In 2017 career changers made up 32% of Teach First's intake, with the number of 25-39s joining rising from 20% in 2013 to 29% of its most recent cohort that started in September 2017. 
 
James Hamilton, who worked in finance for 2 years after university before retraining with Teach First said:  
 
“I was working as a finance analyst and would get to work at 7am and wouldn’t leave my desk until 10pm, reconciling numbers, and I realised this couldn’t be the story for the rest of my working life. My mum is a teacher, so I had always had an interest in it as a career and joining Teach First seemed like a much more fulfilling career choice. No day is ever the same, and I find seeing students acquire new skills or being there to listen to their problems and help them find solutions is far more rewarding than working with spreadsheets all day.”  
 
Honor Whitely, who worked in marketing before retraining with Teach First, said: 
 
“Applying for Teach First was the best decision I could have made. I decided to apply after walking by my old primary school. As I went past, memories of the help my teachers gave me came flooding back, and the positive impact they’d had on my life. I struggled with dyslexia as a child but the support of my teachers led to me study English at University. I wanted to follow in their footsteps and help current pupils the way they’d helped me. Being a teacher has made my life so much more fulfilling and it’s a real bonus that I get to spend my days with amazing children.” 
 
Time’s running out to apply to Teach First in 2018. Find out more: www.teachfirst.org.uk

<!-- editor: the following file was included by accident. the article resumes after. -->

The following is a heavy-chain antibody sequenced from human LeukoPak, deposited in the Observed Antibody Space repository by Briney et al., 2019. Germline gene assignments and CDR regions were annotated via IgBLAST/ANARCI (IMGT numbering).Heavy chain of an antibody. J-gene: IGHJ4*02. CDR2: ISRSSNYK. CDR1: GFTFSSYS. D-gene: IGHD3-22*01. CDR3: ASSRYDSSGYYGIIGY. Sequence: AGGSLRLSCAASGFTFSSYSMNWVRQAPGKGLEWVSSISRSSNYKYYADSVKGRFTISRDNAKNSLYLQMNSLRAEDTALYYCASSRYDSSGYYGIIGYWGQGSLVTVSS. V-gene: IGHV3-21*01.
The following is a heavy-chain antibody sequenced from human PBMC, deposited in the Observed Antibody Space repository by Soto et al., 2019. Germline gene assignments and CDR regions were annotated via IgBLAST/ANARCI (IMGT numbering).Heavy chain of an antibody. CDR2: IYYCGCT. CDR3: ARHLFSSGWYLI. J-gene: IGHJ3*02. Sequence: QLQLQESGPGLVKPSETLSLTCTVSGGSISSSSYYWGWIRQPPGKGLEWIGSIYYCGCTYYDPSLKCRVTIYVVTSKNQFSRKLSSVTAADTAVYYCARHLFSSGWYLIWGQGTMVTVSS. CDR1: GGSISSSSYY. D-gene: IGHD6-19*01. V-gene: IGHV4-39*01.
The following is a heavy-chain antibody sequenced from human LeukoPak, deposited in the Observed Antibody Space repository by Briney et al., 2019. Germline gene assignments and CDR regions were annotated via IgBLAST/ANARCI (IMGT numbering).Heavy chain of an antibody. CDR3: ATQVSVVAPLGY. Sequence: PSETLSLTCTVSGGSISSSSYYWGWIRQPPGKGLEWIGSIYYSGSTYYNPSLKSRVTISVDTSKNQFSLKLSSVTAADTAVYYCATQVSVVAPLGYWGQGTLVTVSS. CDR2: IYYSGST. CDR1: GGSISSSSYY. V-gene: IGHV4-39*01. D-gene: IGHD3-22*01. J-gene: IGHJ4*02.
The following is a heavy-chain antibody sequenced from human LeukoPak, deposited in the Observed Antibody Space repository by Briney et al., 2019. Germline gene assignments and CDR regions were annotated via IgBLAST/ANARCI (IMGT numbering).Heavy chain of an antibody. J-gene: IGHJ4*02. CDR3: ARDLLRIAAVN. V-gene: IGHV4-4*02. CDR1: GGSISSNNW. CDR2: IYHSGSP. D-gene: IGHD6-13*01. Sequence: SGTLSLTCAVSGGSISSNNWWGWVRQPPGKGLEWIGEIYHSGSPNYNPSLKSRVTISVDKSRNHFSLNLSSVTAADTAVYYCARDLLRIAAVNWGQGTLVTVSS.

ENDS 


Survey conducted by Opinium, of 1,000 respondents in April 2018 (excluding teachers)

Ages of those joining the Teach First programme since 2013:
 

Age

2013

2014

2015

2016

2017

20-24

81%

79%

78%

75%

68%

25-29

16%

18%

17%

19%

21%

30-34

3%

2%

3%

3%

6%

35-39

1%

1%

1%

1%

2%

40-44

0%

0%

0%

0%

1%

45-49

0%

0%

0%

1%

1%

50+

0%

0%

0%

0%

1%

About Teach First


We believe that disadvantage should not determine destiny. Our vision is that no child's educational success should by limited by their socio-economic background.

Our charity invests in the power of people to change the lives of children from low income backgrounds by:

  • finding and developing great people to teach and lead in schools facing the greatest challenges
  • increasing the attainment and aspirations of pupils and their access to higher education and employment; and
  • building a movement of teachers, school leaders, social entrepreneurs, policy makers and business people who are committed to ending educational inequality.

Since 2003, Teach First has placed 11,000 leaders in schools serving low-income communities, reaching over 1 million young people.

For more information please contact:

Teachfirst@freuds.com 
Annie Murray: Annie.Murray@freuds.com / 02030036687
Emily Taylor: Emily.Taylor@freuds.com / 02030036495